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  • Organize to protect your own interests
    your case to a minimum This may lead you to involve your family and friends as outside sources for general support but withholding the details After mustering all the documentary evidence you can and making sure you have support from friends and family consult a lawyer about the paths you can take as a whistleblower Both case law and government statutes are constantly changing Consulting a legal professional particularly one

    Original URL path: http://computingcases.org/case_materials/hughes/support_docs/whistleblowing/interest.html (2016-04-30)
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  • Choose the right avenue for your disclosure
    choose as a venue for disclosure you should make sure you only disclose the information you need to support your case Your negotiation with your disclosure partner should include confidentiality for you and others is that is possible And you should be concerned to make you disclosure in a way that minimizes disruption to your organization if possible Remember information is your main resource in a whistleblowing disclosure and once you have released it to someone else you may have little control over it Here are some risks and benefits of disclosure to different parties Governmental agencies Some governmental agencies are especially equipped with hotlines for whistleblowers Since they were working for a private company that had a contract with the military Goodearl and Ibarra made their disclosures to the Office of the Inspector General for the U S Military Legal counsel can help you in deciding if there is such a special reporting agency for your circumstance Government agencies certainly oversee a great deal of business in the United States and this oversight varies from country to country These agencies can often be the most effective allies in your campaign But you should be aware that they may have conflicts of interest with your disclosure Again legal counsel can help you in thinking this through Judicial Systems For any clearly illegal activity often state or federal district attorneys are the appropriate pathway of disclosure But again their reasons for picking up or ignoring a case may be influenced by motives outside your own such as case load the need to find cases to set case law and ambition You will need someone you knows the ground here to advise you about this option Legislators Often local state or federal legislators can help you find your way to the right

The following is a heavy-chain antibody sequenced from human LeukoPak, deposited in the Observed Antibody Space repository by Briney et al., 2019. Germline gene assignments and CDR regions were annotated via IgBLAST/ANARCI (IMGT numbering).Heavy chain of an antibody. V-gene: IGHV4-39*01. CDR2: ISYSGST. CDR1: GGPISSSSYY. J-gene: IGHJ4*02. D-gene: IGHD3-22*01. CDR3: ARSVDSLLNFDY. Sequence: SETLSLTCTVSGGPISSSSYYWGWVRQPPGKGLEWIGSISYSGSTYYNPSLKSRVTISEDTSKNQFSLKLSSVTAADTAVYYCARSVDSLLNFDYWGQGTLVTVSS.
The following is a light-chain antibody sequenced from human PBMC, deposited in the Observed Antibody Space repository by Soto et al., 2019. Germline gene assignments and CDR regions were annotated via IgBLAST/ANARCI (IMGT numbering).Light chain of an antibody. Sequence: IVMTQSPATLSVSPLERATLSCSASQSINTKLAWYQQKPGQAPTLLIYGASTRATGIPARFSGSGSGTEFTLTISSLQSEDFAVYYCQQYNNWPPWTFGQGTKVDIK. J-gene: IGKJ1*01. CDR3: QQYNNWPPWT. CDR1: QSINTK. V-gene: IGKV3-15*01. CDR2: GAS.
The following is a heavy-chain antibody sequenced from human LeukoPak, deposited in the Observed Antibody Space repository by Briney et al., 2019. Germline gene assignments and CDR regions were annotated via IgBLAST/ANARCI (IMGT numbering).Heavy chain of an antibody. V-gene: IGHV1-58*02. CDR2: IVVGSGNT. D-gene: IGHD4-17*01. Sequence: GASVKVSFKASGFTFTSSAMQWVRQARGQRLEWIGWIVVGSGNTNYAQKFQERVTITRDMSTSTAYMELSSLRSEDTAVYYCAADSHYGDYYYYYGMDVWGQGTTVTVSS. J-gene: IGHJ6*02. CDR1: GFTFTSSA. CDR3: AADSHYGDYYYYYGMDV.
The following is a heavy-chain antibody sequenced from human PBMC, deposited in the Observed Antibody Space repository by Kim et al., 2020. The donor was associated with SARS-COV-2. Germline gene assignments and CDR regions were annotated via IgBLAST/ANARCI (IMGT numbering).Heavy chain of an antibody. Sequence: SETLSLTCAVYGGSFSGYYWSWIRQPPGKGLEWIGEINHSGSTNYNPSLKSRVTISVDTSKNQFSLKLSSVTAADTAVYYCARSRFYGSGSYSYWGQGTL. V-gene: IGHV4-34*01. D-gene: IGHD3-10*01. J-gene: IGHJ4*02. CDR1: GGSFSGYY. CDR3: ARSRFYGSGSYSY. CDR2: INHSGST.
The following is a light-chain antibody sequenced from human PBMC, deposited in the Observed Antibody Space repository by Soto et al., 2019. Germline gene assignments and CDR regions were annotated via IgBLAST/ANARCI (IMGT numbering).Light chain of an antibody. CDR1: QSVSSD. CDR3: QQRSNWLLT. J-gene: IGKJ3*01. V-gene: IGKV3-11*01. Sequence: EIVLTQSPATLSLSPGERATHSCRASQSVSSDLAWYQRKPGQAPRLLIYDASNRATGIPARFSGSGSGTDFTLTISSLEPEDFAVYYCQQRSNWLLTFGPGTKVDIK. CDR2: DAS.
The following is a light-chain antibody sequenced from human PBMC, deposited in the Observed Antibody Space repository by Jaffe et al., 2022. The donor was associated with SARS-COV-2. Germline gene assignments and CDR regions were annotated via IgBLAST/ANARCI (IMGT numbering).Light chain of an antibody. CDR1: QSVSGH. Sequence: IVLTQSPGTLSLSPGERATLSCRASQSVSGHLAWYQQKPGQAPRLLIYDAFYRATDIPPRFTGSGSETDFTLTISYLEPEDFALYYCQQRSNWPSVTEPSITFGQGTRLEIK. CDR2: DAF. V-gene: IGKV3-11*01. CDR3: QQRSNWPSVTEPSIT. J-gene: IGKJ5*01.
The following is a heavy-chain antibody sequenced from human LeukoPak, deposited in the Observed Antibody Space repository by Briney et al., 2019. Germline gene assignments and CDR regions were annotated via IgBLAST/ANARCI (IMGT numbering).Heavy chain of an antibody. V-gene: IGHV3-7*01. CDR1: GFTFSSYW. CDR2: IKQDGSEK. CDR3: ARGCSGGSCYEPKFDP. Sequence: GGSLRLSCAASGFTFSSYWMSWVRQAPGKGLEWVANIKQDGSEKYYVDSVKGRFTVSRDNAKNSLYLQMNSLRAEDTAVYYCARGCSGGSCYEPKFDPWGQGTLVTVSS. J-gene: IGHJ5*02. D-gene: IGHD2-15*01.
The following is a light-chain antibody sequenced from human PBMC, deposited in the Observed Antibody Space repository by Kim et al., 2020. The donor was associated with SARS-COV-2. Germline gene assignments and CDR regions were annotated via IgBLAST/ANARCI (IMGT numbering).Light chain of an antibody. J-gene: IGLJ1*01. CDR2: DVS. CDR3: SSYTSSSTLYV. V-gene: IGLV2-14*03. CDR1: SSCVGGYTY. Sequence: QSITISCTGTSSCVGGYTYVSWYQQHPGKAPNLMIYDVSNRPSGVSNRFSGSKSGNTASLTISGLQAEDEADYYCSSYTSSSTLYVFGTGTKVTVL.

Original URL path: http://computingcases.org/case_materials/hughes/support_docs/whistleblowing/venue.html (2016-04-30)
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  • Make your disclosure in the right spirit
    employees make their disclosures in a manner that minimizes the damage to their organizations 8 You owe a confidentiality duty to your employers trade secrets stakeholders and other proprietary information Disclosure of detailed confidential information may make you subject to legal liability for your actions 13 Disclose your information only to the extent necessary and only to one of the authorities who expressly agree to keep confidential information confidential If

    Original URL path: http://computingcases.org/case_materials/hughes/support_docs/whistleblowing/spirit.html (2016-04-30)